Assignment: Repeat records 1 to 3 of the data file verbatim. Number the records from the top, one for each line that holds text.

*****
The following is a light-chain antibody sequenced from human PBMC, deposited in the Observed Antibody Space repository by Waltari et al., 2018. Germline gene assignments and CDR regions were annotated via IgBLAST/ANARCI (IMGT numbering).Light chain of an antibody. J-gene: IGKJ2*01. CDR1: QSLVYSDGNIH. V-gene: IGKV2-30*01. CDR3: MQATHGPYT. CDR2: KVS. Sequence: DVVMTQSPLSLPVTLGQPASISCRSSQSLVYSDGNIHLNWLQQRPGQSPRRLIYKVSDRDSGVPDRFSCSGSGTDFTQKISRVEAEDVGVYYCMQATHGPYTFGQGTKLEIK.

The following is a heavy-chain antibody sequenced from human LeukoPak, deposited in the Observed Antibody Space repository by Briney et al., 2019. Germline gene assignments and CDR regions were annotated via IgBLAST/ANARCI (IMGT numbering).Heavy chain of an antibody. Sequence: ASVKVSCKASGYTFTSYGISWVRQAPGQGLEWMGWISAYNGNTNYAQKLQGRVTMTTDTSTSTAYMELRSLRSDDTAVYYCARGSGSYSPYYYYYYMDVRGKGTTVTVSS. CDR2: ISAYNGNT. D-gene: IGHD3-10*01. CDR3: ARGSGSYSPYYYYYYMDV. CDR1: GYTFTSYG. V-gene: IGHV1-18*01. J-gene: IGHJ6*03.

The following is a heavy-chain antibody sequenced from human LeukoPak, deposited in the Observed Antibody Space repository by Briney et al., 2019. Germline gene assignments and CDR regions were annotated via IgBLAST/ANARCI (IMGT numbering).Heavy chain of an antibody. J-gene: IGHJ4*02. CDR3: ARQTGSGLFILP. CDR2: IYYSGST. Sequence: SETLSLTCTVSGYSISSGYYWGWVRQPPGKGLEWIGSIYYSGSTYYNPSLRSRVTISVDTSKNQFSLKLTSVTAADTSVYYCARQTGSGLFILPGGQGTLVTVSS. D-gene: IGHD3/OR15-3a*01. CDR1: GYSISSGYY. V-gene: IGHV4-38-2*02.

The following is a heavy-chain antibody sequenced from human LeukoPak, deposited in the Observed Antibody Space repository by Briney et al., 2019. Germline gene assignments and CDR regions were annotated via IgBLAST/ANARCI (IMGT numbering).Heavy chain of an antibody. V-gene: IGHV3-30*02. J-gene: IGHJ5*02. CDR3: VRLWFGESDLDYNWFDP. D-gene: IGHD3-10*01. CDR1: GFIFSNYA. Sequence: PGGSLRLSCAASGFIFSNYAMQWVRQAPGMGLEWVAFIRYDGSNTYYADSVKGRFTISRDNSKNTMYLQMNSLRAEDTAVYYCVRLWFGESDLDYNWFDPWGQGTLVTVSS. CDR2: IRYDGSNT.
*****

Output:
The following is a light-chain antibody sequenced from human PBMC, deposited in the Observed Antibody Space repository by Waltari et al., 2018. Germline gene assignments and CDR regions were annotated via IgBLAST/ANARCI (IMGT numbering).Light chain of an antibody. J-gene: IGKJ2*01. CDR1: QSLVYSDGNIH. V-gene: IGKV2-30*01. CDR3: MQATHGPYT. CDR2: KVS. Sequence: DVVMTQSPLSLPVTLGQPASISCRSSQSLVYSDGNIHLNWLQQRPGQSPRRLIYKVSDRDSGVPDRFSCSGSGTDFTQKISRVEAEDVGVYYCMQATHGPYTFGQGTKLEIK.

The following is a heavy-chain antibody sequenced from human LeukoPak, deposited in the Observed Antibody Space repository by Briney et al., 2019. Germline gene assignments and CDR regions were annotated via IgBLAST/ANARCI (IMGT numbering).Heavy chain of an antibody. Sequence: ASVKVSCKASGYTFTSYGISWVRQAPGQGLEWMGWISAYNGNTNYAQKLQGRVTMTTDTSTSTAYMELRSLRSDDTAVYYCARGSGSYSPYYYYYYMDVRGKGTTVTVSS. CDR2: ISAYNGNT. D-gene: IGHD3-10*01. CDR3: ARGSGSYSPYYYYYYMDV. CDR1: GYTFTSYG. V-gene: IGHV1-18*01. J-gene: IGHJ6*03.

The following is a heavy-chain antibody sequenced from human LeukoPak, deposited in the Observed Antibody Space repository by Briney et al., 2019. Germline gene assignments and CDR regions were annotated via IgBLAST/ANARCI (IMGT numbering).Heavy chain of an antibody. J-gene: IGHJ4*02. CDR3: ARQTGSGLFILP. CDR2: IYYSGST. Sequence: SETLSLTCTVSGYSISSGYYWGWVRQPPGKGLEWIGSIYYSGSTYYNPSLRSRVTISVDTSKNQFSLKLTSVTAADTSVYYCARQTGSGLFILPGGQGTLVTVSS. D-gene: IGHD3/OR15-3a*01. CDR1: GYSISSGYY. V-gene: IGHV4-38-2*02.